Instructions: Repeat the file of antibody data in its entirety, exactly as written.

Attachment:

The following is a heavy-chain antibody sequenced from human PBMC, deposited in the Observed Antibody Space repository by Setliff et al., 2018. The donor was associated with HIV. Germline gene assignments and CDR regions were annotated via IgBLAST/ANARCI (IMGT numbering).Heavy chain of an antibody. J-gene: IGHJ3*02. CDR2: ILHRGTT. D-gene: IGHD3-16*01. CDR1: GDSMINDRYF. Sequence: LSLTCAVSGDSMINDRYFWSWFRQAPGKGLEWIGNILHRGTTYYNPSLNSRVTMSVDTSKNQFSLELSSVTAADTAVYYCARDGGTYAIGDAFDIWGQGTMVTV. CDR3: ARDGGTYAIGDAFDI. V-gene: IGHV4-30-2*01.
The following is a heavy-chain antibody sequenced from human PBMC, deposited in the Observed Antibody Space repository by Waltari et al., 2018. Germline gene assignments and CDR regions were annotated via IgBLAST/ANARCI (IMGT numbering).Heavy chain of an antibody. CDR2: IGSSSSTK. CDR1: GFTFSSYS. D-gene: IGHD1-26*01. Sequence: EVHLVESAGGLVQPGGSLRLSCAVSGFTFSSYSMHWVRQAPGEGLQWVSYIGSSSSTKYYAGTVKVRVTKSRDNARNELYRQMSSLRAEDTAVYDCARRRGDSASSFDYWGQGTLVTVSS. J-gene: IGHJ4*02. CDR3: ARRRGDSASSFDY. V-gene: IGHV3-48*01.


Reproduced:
The following is a heavy-chain antibody sequenced from human PBMC, deposited in the Observed Antibody Space repository by Setliff et al., 2018. The donor was associated with HIV. Germline gene assignments and CDR regions were annotated via IgBLAST/ANARCI (IMGT numbering).Heavy chain of an antibody. J-gene: IGHJ3*02. CDR2: ILHRGTT. D-gene: IGHD3-16*01. CDR1: GDSMINDRYF. Sequence: LSLTCAVSGDSMINDRYFWSWFRQAPGKGLEWIGNILHRGTTYYNPSLNSRVTMSVDTSKNQFSLELSSVTAADTAVYYCARDGGTYAIGDAFDIWGQGTMVTV. CDR3: ARDGGTYAIGDAFDI. V-gene: IGHV4-30-2*01.
The following is a heavy-chain antibody sequenced from human PBMC, deposited in the Observed Antibody Space repository by Waltari et al., 2018. Germline gene assignments and CDR regions were annotated via IgBLAST/ANARCI (IMGT numbering).Heavy chain of an antibody. CDR2: IGSSSSTK. CDR1: GFTFSSYS. D-gene: IGHD1-26*01. Sequence: EVHLVESAGGLVQPGGSLRLSCAVSGFTFSSYSMHWVRQAPGEGLQWVSYIGSSSSTKYYAGTVKVRVTKSRDNARNELYRQMSSLRAEDTAVYDCARRRGDSASSFDYWGQGTLVTVSS. J-gene: IGHJ4*02. CDR3: ARRRGDSASSFDY. V-gene: IGHV3-48*01.